A blog post

Books, comments: Japan tragedy and gender equality

Posted on the 25 March, 2011 at 9:00 pm Written by in Books, Comments

In my March 15 blog post on the Japan catastrophe – earthquake, tsunami and nuclear fallout – I commented that the problems are also due to lacking gender equality. What does that mean?

We might start by considering plant eaters and meat eaters (Japanese terms), or soft and strong men (Norwegian terms), democracy and authoritarianism.

Historically, Japan managed to adapt successfully to Western imperialism only by regenerating authoritarian tendencies, leading to the axis power alliance and imperialism in World War II.  Lack of attention to gender equality was part of the limited development of democracy in post-war Japan.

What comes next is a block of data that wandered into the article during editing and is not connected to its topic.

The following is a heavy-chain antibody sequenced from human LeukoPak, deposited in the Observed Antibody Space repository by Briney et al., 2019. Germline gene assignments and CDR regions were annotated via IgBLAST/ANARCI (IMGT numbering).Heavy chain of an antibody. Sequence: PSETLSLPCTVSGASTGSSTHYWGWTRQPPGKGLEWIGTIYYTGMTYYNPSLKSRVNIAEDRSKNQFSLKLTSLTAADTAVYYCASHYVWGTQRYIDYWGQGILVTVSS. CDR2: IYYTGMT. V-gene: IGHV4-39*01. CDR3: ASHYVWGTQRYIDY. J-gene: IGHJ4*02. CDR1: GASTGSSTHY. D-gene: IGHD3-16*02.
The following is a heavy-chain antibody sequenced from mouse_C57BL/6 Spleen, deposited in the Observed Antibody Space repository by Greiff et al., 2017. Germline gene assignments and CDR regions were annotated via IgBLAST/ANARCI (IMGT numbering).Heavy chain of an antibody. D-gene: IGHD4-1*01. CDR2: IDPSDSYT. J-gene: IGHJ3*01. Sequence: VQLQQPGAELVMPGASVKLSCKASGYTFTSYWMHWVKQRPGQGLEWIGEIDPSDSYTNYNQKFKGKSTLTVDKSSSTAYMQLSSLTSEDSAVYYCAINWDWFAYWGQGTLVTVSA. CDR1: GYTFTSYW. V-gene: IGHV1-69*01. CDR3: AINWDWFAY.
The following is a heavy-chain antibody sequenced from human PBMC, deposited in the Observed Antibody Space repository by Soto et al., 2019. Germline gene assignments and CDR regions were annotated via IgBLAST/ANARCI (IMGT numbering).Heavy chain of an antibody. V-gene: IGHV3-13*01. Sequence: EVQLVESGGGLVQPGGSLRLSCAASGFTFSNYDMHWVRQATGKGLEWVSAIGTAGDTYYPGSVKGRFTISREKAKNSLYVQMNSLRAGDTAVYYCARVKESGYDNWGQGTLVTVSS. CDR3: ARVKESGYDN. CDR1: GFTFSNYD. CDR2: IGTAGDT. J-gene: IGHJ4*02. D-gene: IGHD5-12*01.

Women were not much present, it seems, in Japanese decisions leading to the lacking defence against the three main parts of the catastrophe (earthquake, tsunami, nuclear). The basic issue is not just gender balance, but gender interest balance. It is the reproductive sphere that is hurt, mainly, by the damages in today’s Japan, although production is diminished too.  The main victim is civil society and human lives.

Perhaps Japan needs an ideas and behaviours revolution, learning from Egypt and Tunis, extending democracy peacefully? Japan needs to move beyond its authoritarian inheritance and conformism, leading e g to the ignorance of the warnings from outspoken researchers like the seismologist Ishibashi Katsuhiko.

In many countries of the world, new and old roles for men are in opposition, a change behind the scenes. In Japan, it has been called a struggle between “plant eaters” and “meat eaters”, in Norway, a struggle between “soft” and “hard” men. All over the world, there is a need for change, and also, for using tradition, for making use of the stability of culture, but  no longer for authority, for democracy instead.